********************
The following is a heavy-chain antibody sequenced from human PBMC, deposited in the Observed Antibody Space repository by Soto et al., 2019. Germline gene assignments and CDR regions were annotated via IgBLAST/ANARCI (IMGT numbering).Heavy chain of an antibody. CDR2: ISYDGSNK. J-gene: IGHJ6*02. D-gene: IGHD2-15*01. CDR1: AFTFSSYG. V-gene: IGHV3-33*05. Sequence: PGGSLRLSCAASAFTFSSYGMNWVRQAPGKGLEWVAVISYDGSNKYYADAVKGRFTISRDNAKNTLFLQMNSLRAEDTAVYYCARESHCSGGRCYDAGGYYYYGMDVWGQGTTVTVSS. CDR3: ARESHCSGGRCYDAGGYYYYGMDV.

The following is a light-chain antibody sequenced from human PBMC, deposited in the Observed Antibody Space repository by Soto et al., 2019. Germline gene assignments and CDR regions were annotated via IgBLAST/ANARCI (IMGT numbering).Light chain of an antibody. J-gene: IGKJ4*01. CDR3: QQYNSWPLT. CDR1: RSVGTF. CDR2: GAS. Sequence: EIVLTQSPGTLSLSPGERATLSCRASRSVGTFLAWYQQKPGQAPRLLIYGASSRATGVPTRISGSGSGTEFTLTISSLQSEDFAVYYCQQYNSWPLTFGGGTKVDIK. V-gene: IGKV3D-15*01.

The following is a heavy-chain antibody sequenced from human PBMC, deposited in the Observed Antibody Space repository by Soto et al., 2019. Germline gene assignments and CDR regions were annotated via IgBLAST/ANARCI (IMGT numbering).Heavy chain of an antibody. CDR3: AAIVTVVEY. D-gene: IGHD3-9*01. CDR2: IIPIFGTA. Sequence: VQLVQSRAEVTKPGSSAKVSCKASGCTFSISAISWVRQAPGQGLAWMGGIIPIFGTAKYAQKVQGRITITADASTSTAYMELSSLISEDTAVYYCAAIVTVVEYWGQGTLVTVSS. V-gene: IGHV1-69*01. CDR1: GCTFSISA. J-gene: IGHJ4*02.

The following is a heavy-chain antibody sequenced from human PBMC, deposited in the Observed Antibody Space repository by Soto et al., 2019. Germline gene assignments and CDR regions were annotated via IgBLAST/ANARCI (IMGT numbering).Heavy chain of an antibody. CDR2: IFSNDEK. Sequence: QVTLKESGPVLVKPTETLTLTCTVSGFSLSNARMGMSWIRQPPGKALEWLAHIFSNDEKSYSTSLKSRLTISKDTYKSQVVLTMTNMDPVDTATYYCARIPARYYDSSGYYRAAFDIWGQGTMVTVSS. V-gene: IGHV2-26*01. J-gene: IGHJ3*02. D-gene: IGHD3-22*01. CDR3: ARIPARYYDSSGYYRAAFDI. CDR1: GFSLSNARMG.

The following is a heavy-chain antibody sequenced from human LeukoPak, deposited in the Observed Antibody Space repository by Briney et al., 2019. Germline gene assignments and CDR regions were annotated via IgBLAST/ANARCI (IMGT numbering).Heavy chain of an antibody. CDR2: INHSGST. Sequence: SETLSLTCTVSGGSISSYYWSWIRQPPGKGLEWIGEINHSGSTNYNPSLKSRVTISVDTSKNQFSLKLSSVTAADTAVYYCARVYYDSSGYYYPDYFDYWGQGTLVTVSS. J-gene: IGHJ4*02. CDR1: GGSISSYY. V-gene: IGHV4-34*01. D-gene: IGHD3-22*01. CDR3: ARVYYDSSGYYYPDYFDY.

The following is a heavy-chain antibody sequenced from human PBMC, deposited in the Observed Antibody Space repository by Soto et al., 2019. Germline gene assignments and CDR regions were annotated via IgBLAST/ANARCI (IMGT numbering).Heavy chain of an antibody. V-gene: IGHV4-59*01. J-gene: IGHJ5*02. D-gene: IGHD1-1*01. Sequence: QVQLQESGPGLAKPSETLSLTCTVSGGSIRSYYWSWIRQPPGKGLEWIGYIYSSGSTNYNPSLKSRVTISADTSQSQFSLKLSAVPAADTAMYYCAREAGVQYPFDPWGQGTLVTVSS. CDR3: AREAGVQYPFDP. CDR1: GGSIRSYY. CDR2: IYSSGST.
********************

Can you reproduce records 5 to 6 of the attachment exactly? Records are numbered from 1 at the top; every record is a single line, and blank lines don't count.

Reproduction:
The following is a heavy-chain antibody sequenced from human LeukoPak, deposited in the Observed Antibody Space repository by Briney et al., 2019. Germline gene assignments and CDR regions were annotated via IgBLAST/ANARCI (IMGT numbering).Heavy chain of an antibody. CDR2: INHSGST. Sequence: SETLSLTCTVSGGSISSYYWSWIRQPPGKGLEWIGEINHSGSTNYNPSLKSRVTISVDTSKNQFSLKLSSVTAADTAVYYCARVYYDSSGYYYPDYFDYWGQGTLVTVSS. J-gene: IGHJ4*02. CDR1: GGSISSYY. V-gene: IGHV4-34*01. D-gene: IGHD3-22*01. CDR3: ARVYYDSSGYYYPDYFDY.

The following is a heavy-chain antibody sequenced from human PBMC, deposited in the Observed Antibody Space repository by Soto et al., 2019. Germline gene assignments and CDR regions were annotated via IgBLAST/ANARCI (IMGT numbering).Heavy chain of an antibody. V-gene: IGHV4-59*01. J-gene: IGHJ5*02. D-gene: IGHD1-1*01. Sequence: QVQLQESGPGLAKPSETLSLTCTVSGGSIRSYYWSWIRQPPGKGLEWIGYIYSSGSTNYNPSLKSRVTISADTSQSQFSLKLSAVPAADTAMYYCAREAGVQYPFDPWGQGTLVTVSS. CDR3: AREAGVQYPFDP. CDR1: GGSIRSYY. CDR2: IYSSGST.